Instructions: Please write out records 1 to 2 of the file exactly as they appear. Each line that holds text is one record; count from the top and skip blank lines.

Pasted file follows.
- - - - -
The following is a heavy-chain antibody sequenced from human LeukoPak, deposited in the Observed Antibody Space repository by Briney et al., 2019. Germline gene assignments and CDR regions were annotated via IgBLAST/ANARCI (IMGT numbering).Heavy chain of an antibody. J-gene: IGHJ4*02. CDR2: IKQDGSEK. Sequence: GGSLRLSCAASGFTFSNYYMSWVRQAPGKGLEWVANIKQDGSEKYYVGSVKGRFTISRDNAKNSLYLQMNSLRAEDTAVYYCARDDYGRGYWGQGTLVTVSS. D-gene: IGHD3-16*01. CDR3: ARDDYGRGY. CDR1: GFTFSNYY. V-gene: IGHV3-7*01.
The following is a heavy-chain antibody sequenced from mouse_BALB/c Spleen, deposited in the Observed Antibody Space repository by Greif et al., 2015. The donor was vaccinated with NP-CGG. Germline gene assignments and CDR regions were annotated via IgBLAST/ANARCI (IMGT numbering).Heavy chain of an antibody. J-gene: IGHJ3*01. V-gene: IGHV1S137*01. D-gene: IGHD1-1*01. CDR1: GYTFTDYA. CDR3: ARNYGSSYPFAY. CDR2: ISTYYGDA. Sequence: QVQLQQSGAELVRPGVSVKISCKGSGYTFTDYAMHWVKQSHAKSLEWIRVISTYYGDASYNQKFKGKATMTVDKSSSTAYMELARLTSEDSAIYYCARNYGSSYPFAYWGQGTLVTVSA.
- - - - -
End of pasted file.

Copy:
The following is a heavy-chain antibody sequenced from human LeukoPak, deposited in the Observed Antibody Space repository by Briney et al., 2019. Germline gene assignments and CDR regions were annotated via IgBLAST/ANARCI (IMGT numbering).Heavy chain of an antibody. J-gene: IGHJ4*02. CDR2: IKQDGSEK. Sequence: GGSLRLSCAASGFTFSNYYMSWVRQAPGKGLEWVANIKQDGSEKYYVGSVKGRFTISRDNAKNSLYLQMNSLRAEDTAVYYCARDDYGRGYWGQGTLVTVSS. D-gene: IGHD3-16*01. CDR3: ARDDYGRGY. CDR1: GFTFSNYY. V-gene: IGHV3-7*01.
The following is a heavy-chain antibody sequenced from mouse_BALB/c Spleen, deposited in the Observed Antibody Space repository by Greif et al., 2015. The donor was vaccinated with NP-CGG. Germline gene assignments and CDR regions were annotated via IgBLAST/ANARCI (IMGT numbering).Heavy chain of an antibody. J-gene: IGHJ3*01. V-gene: IGHV1S137*01. D-gene: IGHD1-1*01. CDR1: GYTFTDYA. CDR3: ARNYGSSYPFAY. CDR2: ISTYYGDA. Sequence: QVQLQQSGAELVRPGVSVKISCKGSGYTFTDYAMHWVKQSHAKSLEWIRVISTYYGDASYNQKFKGKATMTVDKSSSTAYMELARLTSEDSAIYYCARNYGSSYPFAYWGQGTLVTVSA.